Newhaven RNLI and her volunteer crew were tasked at 10.58pm on Thursday 10 November. HM Coastguard requested launch of the Severn class All-weather Lifeboat following a Mayday received from a yacht taking on water 33NM south of Newhaven.
The 36FT monohull, which was taking on water, had five sailors on board. Four of the crew were suffering from severe seasickness.
HMS Diamond also responded to the Mayday. The Royal Navy’s type 45 Destroyer was first to arrive on scene. Four of the five casualty crew were taken off the yacht. The skipper remained on board. HMS Diamond transferred three of their seamen on to the casualty vessel to assist the skipper.
The yacht was proceeding in a north westerly direction under motor-sail.
Newhaven RNLI drew alongside HMS Diamond to retrieve the four seasick casualties. The Lifeboat then stood by the casualty vessel until Bembridge RNLI, also tasked, had arrived on scene.
Lewis Arnold, Newhaven RNLI Coxswain, says: ‘The four casualties were very seasick, we needed to get them to the closest safe port.’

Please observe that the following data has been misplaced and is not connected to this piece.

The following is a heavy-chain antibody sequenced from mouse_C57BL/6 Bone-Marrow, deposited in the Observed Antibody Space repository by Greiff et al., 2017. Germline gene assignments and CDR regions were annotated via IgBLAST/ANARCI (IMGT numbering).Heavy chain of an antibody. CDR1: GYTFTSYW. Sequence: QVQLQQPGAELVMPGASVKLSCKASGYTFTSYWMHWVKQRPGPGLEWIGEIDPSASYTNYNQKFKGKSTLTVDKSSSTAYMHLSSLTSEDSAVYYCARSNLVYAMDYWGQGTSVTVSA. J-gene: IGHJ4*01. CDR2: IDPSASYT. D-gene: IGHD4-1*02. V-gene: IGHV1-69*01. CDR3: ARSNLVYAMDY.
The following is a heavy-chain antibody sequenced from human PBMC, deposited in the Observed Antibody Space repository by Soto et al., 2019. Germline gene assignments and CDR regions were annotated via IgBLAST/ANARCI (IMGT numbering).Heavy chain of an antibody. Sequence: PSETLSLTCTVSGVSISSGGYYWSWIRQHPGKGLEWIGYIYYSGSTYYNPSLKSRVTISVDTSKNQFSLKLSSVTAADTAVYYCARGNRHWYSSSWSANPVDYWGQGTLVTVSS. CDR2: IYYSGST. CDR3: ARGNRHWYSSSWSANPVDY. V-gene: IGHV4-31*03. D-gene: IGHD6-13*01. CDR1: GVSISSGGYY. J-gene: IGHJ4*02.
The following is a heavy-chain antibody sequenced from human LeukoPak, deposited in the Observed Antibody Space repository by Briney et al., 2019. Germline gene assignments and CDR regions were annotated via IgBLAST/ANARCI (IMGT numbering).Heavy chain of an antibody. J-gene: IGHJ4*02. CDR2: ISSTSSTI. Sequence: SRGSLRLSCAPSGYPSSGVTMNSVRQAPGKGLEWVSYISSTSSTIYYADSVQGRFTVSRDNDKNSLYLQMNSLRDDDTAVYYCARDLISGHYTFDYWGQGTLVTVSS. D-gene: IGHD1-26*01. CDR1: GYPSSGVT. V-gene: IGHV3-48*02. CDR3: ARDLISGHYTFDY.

At 5am Newhaven RNLI docked in Portsmouth to deliver the casualties. While they made their return passage to Newhaven, Bembridge RNLI escorted the casualty vessel to safe port.
After nearly nine hours on service, Newhaven Lifeboat returned to pagers at 7.49am.
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The RNLI charity saves lives at sea. Its volunteers provide a 24-hour search and rescue service around the United Kingdom and Republic of Ireland coasts. The RNLI operates 238 lifeboat stations in the UK and Ireland and more than 240 lifeguard units on beaches around the UK and Channel Islands. The RNLI is independent of Coastguard and government and depends on voluntary donations and legacies to maintain its rescue service. Since the RNLI was founded in 1824, its lifeboat crews and lifeguards have saved over 142,700 lives.
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